Are you job ready?

This class utilizes a 12 Point Inspection of what needs to be in place before you start applying for a job.  With this tool you’ll be able to see for yourself what requirements you already meet, those that you are in the process of meeting, and those requirements that perhaps you haven’t even considered yet.  By classes end you’ll be able to determine if you’re ready to begin applying for employment and if not, what steps you need to take before doing so.

What an Employer Wants

When you start a job you expect to receive a paycheck; and rightfully so.  But have you ever put yourself in the employer’s shoes to consider what they rightfully expect from you?  When you fail to meet your boss’ expectations, it’s not long before you’re out the door and looking for another job.  In this class you’ll learn nine practical, often overlooked things that an employer expects from you.  If you meet those expectations you’ll not only keep your job but you’ll also have a greater chance of advancing.


Regardless if the job market is exploding or has fizzled, if you’re not working then it’s easy to believe that there aren't any jobs out there. Our Networking class seeks to do away with that myth.  Through examining the numerous resources at your disposal, you’ll come to see that there’s more than one way to find available jobs.  Prior to this however you’ll be encouraged to consider what kind of job best suits you.   In doing this you’ll be able to better define your job search.  Finally you’ll take time to identify exactly who makes up your network.  Once you’ve determined what kind of work fits you and who is in your personal network you’ll be better equipped to start your job search.


Although a few questions may differ on the applications of different companies, by in large, job applications are pretty much the same.  The questions therefore aren’t surprising.  What often is confusing is how to answer them.  In this class you’ll learn just how valuable an application is.  You’ll be encouraged to take the time to do research and think your answers through so that when you’re finished you can present a completed application that best represents you. This might be a stark contrast to the usual strategy of rushing to fill out and submit as many applications as possible. You’ll also learn what to put down for innocent yet tricky questions such as: “Position Applying For” and “Wage Expected.” (spoiler alert: “any” and “negotiable” are not the answers)

How to Ace an Interview

An interview can be over even before it starts.  How?  Show up late.  Don't show up at all.  Walk across their grass rather than using the sidewalk. Be dressed inappropriately.  Come in reeking of smoke. Have someone else with you (kids, significant other).   Acing an Interview begins long before the interview starts.  It all begins with preparation. A job interview can be intimidating.  However, when you’ve prepared properly the level of anxiety is decreased significantly. In this class you’ll learn how to communicate the value that you can add to the company.  You’ll be given common questions that are asked in an interview.  It’s much easier and less nerve-racking to enter into a test when you know the questions in advance. An interview is no different.  Questions addressed range from the seemingly simple, "Tell me a little bit about yourself," to "We do background checks, is there anything you'd like to share with me?"  You’ll also learn what questions to avoid when asked, "Do you have any questions for me?" Finally, learn a surefire way to set yourself apart from the competition after the interview.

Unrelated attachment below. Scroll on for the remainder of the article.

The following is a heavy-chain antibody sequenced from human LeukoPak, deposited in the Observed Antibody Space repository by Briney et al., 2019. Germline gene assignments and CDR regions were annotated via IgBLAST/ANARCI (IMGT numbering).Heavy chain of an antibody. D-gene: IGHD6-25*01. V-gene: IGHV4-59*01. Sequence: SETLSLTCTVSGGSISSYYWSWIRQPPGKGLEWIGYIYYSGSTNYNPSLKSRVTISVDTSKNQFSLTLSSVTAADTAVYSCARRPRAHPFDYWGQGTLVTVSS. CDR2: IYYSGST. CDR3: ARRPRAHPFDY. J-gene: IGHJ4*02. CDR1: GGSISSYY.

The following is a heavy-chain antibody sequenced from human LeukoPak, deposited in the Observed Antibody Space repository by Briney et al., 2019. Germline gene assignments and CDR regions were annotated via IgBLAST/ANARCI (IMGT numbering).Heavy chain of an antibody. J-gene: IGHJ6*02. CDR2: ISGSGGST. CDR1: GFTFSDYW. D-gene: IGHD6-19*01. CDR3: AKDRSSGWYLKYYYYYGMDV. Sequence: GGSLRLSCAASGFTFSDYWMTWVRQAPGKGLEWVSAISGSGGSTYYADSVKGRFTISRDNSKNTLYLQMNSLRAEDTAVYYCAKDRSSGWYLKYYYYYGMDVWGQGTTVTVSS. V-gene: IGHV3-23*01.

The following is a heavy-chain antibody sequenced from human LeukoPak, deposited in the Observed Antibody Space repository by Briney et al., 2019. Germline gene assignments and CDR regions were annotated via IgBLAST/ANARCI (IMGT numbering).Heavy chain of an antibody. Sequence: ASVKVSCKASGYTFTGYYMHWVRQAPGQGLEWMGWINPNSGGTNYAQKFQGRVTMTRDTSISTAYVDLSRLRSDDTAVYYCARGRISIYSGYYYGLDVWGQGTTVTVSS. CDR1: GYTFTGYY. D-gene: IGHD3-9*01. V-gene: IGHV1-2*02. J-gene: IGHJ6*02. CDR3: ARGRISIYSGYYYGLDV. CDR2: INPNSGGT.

In this class you will have the opportunity to observe dramatic presentations of two interviews.  After each interview you and your classmates will share your observations, pointing out mistakes that the interviewee made as well as sharing things that were done correctly.  This class gives you the opportunity to recognize errors that maybe you’ve made in past interviews But not only that, you’ll leave with positive alternate approaches for future interviews.  This class is a fun, interactive reinforcement of  the "How to Ace an Interview" class.


Making one paycheck last until the next one can be a challenge and stressful.  We all have basic needs that have to be met each month; shelter, food, clothing for yourself and your family.  These things are predictable.  At the same time, the money that starts coming in once you have a job just begs to be spent.  In our budgeting class you’ll learn some practical ways to make sure that your needs get paid first while avoiding some “money robbers” along the way.   Wouldn’t it be great to not only pay your monthly bills but also have money left over to do the things you want?


If you’re not working, getting a job is probably one of your goals.  Whereas getting a job may be the longer term goal, there may be some smaller steps that need to be taken first to get you there (short-term goals).  This class will show you how to put together a plan to meet your goals.  After all, a goal without a plan is just a wish.  You’ll have the chance to examine if the goals you’re setting are SMART (Specific, Measurable, Attainable, Relevant, Time-limited).  When the class is over you should leave with at least one goal in mind and have begun a plan of action to achieve it.